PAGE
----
Red alert! More people are getting knocked down

With just three months into the year, the Motor Transport and Traffic Department (MTTD) of the Ghana Police Service has raised an alarm about the increasing pedestrian knockdowns in the country.

Already, 700 pedestrians have been knocked down, 60 per cent more than in the same period last year.
This means that an average of almost eight people were knocked down daily on the country’s roads from January to March this year.
The Director in charge of Education and Training of the MTTD, DSP Alex K. Obeng, released the figures at the launch of Street Sense Organisation, a non-profit organisation that aims at championing road safety-related issues in Ghana.
Staggering stats 
Figures from the department indicate that from January to March 25, 2017, 510 people lost their lives in 2,890 road crashes, as against 2,830 recorded during the same period in 2016.
The statistics also show that the number of vehicles involved in the crashes also shot up from 4,088 to 4,802, while the injured were 2,971 as against 2,576 in 2016.

Mr Obeng attributed more than 70 per cent of the crashes to irresponsible acts on the part of drivers, including speeding and wrongful overtaking, as well as poor maintenance.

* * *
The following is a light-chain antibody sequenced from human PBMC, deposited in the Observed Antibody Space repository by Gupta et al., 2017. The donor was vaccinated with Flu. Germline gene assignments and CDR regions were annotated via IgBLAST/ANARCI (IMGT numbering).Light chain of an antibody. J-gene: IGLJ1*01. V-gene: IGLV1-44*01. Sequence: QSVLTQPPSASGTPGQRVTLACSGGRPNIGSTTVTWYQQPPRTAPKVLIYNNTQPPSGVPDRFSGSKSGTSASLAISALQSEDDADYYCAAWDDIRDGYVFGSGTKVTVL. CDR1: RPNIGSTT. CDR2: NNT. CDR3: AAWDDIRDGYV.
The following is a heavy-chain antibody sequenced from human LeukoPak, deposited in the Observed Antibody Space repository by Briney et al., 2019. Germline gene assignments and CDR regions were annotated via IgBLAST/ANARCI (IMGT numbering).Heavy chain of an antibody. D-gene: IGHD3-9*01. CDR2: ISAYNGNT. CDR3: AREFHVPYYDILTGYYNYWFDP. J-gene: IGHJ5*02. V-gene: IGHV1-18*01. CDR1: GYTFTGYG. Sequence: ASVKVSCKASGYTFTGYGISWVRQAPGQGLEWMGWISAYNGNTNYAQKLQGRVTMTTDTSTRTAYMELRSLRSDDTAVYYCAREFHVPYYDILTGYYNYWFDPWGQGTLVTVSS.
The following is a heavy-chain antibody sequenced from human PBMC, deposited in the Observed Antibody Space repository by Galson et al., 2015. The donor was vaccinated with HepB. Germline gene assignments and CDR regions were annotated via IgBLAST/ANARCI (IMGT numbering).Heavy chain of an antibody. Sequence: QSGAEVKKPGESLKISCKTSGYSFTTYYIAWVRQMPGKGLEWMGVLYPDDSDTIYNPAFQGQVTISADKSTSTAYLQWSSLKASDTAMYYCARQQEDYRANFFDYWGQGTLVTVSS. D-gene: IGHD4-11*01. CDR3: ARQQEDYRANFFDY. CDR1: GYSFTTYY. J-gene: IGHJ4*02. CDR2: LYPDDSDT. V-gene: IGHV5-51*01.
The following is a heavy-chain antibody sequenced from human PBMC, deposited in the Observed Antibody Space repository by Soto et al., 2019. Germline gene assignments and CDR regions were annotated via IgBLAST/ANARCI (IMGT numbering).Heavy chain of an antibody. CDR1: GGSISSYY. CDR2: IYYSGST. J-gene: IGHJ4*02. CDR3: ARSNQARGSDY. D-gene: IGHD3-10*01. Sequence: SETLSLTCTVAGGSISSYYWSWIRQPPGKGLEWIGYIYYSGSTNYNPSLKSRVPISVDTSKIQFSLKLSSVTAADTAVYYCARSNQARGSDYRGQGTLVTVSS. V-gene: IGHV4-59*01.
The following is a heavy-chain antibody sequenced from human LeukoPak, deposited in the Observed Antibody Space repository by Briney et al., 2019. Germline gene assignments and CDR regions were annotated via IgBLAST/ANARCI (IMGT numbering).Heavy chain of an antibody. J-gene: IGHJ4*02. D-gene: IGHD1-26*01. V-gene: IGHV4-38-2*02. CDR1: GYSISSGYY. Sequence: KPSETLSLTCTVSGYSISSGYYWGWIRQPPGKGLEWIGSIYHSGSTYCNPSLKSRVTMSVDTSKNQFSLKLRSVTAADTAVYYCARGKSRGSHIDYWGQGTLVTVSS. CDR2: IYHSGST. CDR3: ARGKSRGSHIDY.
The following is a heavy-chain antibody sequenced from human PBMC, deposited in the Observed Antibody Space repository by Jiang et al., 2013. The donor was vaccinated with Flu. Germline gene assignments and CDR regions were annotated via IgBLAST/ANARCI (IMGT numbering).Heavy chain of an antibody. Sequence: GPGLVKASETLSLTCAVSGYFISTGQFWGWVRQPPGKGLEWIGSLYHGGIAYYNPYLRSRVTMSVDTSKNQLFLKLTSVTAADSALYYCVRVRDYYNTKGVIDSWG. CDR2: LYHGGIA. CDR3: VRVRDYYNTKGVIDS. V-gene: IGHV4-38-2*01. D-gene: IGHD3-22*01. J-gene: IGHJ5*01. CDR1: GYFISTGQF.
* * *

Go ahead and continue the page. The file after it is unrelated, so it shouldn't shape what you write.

He described the numbers as scary and rallied public support, saying “we need to come together to partner government to address it.”

“There is currently a deficit in road safety publicity and information sharing and we need more organisations to come on board to address the issue,” he observed.

He urged passengers to be their own road safety agents by insisting that “drivers do the right thing as police officers will not be on every road to make drivers obey road traffic regulations.”

Innocent souls 
The Executive Chairman of Street Sense Organisation, Oswald Lavoe, in a speech read on his behalf, stated that in spite of some progress over the years, road safety remained a great national concern and it would take collaborative and concerted efforts to promote it.

“These statistics on road crashes in Ghana are startling and worrying, and we cannot just sit with folded arms and watch thousands of innocent souls perish through accidents,” he said.

Spelling out the vision of the organisation, he said it would be an effective partner in road safety issues in Ghana with a mandate to provide education, increase awareness and empower people to bring about sanity on the roads.

"We also aim at educating road users, drivers, pedestrians and motorists, on prohibitive, informative and directional signs; rights and responsibilities, and rules and regulations governing the use of the roads, among other things,” he added.

The Executive Chairman of Pergah Transport Limited, Bertha Ansah Djan, who chaired the occasion, urged the public to put their shoulders to the wheel to reduce the carnage on the country’s roads.
She courted the support of the corporate world for the organisation as everyone, irrespective of status, was vulnerable to road accidents.


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